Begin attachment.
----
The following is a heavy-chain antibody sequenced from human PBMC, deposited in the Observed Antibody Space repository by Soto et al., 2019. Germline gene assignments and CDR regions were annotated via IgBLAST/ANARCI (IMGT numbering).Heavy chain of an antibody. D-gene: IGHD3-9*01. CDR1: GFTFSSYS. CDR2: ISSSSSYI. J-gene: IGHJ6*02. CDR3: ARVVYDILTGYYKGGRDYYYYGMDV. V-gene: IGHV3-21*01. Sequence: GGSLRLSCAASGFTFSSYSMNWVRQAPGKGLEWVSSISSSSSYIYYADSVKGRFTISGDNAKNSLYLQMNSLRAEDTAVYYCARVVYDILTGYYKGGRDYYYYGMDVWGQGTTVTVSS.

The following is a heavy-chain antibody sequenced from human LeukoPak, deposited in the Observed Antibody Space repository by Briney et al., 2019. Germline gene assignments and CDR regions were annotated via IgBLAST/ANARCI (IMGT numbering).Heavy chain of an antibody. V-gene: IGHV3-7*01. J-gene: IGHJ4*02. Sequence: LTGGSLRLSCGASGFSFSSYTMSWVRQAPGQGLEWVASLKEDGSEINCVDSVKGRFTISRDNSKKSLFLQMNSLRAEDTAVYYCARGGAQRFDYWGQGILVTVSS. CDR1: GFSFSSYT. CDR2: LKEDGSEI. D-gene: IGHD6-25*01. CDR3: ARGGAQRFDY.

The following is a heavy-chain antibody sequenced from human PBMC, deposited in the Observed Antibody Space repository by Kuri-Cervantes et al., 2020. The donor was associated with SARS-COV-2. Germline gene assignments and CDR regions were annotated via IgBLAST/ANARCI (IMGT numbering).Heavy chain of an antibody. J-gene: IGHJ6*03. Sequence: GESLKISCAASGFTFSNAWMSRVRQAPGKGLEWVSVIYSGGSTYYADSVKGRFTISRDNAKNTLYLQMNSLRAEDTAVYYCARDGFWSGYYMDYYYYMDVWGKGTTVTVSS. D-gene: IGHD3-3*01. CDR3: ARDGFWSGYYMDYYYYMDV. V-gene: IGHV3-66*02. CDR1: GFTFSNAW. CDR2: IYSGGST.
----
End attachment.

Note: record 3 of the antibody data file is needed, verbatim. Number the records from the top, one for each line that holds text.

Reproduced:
The following is a heavy-chain antibody sequenced from human PBMC, deposited in the Observed Antibody Space repository by Kuri-Cervantes et al., 2020. The donor was associated with SARS-COV-2. Germline gene assignments and CDR regions were annotated via IgBLAST/ANARCI (IMGT numbering).Heavy chain of an antibody. J-gene: IGHJ6*03. Sequence: GESLKISCAASGFTFSNAWMSRVRQAPGKGLEWVSVIYSGGSTYYADSVKGRFTISRDNAKNTLYLQMNSLRAEDTAVYYCARDGFWSGYYMDYYYYMDVWGKGTTVTVSS. D-gene: IGHD3-3*01. CDR3: ARDGFWSGYYMDYYYYMDV. V-gene: IGHV3-66*02. CDR1: GFTFSNAW. CDR2: IYSGGST.